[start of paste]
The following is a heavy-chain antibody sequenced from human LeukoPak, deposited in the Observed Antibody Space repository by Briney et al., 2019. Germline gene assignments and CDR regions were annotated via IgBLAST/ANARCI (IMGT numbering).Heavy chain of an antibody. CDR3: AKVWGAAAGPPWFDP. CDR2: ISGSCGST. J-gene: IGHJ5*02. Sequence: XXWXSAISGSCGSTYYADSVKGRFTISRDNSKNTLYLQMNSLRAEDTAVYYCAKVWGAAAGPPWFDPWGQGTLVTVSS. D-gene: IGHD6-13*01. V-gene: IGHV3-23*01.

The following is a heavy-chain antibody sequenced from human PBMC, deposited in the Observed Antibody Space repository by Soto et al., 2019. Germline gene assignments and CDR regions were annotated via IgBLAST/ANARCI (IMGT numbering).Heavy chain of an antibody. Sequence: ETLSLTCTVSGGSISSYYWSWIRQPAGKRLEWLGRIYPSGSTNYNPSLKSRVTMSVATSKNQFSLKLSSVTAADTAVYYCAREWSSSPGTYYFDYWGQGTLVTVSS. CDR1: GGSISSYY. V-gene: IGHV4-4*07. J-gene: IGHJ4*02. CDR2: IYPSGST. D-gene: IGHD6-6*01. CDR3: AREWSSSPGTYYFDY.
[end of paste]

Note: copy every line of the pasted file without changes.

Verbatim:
The following is a heavy-chain antibody sequenced from human LeukoPak, deposited in the Observed Antibody Space repository by Briney et al., 2019. Germline gene assignments and CDR regions were annotated via IgBLAST/ANARCI (IMGT numbering).Heavy chain of an antibody. CDR3: AKVWGAAAGPPWFDP. CDR2: ISGSCGST. J-gene: IGHJ5*02. Sequence: XXWXSAISGSCGSTYYADSVKGRFTISRDNSKNTLYLQMNSLRAEDTAVYYCAKVWGAAAGPPWFDPWGQGTLVTVSS. D-gene: IGHD6-13*01. V-gene: IGHV3-23*01.

The following is a heavy-chain antibody sequenced from human PBMC, deposited in the Observed Antibody Space repository by Soto et al., 2019. Germline gene assignments and CDR regions were annotated via IgBLAST/ANARCI (IMGT numbering).Heavy chain of an antibody. Sequence: ETLSLTCTVSGGSISSYYWSWIRQPAGKRLEWLGRIYPSGSTNYNPSLKSRVTMSVATSKNQFSLKLSSVTAADTAVYYCAREWSSSPGTYYFDYWGQGTLVTVSS. CDR1: GGSISSYY. V-gene: IGHV4-4*07. J-gene: IGHJ4*02. CDR2: IYPSGST. D-gene: IGHD6-6*01. CDR3: AREWSSSPGTYYFDY.